some of the well-known communities fall into these reserved ranges, as below.

  1. INTERNET:The internet community is the default community, it has no value. All routes by default to belong to this community and all of the routes in this category are advertised freely.
  2. NO_EXPORT:Routes received carrying this value cannot be advertised to EBGP Peers.  That is these routes must not be advertised outside the AS. The value is  0xFFFFFF01. If there is a confederation defined and this value is received then the routes cannot be advertised outside the confederation.
  3. NO_ADVERTISE:Routes received carrying this value cannot be advertised at all, that is they cannot be advertised to IBGP or EBGP peers. The value is 0xFFFFFF02.
  4. LOCAL_AS:Routes received carrying this value cannot be advertised to EBGP peers and peers in other AS within a confederation. The value is 0xFFFFFF03. As per RFC 1997 this attribute is called as NO_EXPORT_SUBCONFD.

Apart from these well-known community attributes, private community attributes can also be defined for certain uses, but these private community attributes will only be significant to the AS that has defined it in context to its BGP peers.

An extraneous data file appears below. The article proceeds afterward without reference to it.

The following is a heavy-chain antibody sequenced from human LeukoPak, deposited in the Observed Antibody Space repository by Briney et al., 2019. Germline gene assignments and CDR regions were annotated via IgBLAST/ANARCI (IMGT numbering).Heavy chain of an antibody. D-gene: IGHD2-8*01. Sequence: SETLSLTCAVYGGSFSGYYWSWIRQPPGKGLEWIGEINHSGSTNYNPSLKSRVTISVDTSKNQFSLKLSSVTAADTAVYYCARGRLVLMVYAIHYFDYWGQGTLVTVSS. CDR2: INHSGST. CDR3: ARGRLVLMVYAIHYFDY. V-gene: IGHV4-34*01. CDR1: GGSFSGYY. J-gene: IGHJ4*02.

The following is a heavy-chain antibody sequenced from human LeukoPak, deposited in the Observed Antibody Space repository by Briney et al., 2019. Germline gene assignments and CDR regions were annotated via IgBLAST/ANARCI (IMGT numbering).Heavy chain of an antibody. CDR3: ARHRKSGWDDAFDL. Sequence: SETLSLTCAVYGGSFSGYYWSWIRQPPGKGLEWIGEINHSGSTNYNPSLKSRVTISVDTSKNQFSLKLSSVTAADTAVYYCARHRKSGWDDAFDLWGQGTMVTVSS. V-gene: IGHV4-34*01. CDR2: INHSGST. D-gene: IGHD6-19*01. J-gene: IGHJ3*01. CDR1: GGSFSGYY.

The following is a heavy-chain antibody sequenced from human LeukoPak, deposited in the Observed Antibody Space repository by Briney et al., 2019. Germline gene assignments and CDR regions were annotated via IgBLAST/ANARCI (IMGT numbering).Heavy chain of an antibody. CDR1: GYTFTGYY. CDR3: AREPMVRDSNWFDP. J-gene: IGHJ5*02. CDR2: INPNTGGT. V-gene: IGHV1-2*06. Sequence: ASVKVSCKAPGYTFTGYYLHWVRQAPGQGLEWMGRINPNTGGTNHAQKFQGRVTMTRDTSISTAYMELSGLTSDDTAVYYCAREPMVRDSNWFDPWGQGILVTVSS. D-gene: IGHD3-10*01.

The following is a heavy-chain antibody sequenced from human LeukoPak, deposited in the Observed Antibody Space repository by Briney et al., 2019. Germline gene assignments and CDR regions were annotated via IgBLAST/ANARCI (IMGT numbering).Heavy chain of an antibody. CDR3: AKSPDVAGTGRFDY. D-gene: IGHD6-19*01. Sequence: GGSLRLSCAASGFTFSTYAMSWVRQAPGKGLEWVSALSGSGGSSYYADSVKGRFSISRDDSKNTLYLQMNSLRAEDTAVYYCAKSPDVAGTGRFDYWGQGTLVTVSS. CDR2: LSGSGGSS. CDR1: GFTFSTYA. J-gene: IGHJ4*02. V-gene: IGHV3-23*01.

A route can carry more than one community attribute, and the BGP peer that receives such a route with multiple community attributes  can act based on one, some or all of the community attributes. A router can also add or modify the community attributes before passing them to other BGP peers.

Administrative Weight: (Cisco Only Parameter)

This is a Cisco Specific attribute that is applied to a route within a router. it is not communicated to other routers. The value of admin weight ranges between 0 to 65.535 and the route with higher value is more preferred.
By default all routes leant from a BGP peer have a value of 0 and all routes generated by the local router have a value of 32,768.

In this example, the router RTR-C prefers route  from RTR-B in AS-200, because the admin weight assigned is higher on the route received from RTR-B. Administrative weight is the first parameter which Cisco routers use for deciding the best BGP route when multiple routes to the same destination are available.


dB vs. dBm

Decibel (dB) and dB relative to a milliwatt (dBm) represent two different but related concepts.

A dB is a shorthand way to express the ratio of two values. As a unit for the strength of a signal, dB expresses the ratio between two power levels. To be exact, dB = log (P1/P2).

Using the decibel allows us to contrast greatly differing power levels (a common predicament in radio link design) with a simple two- or three-digit number instead of a more burdensome nine- or 10-digit one.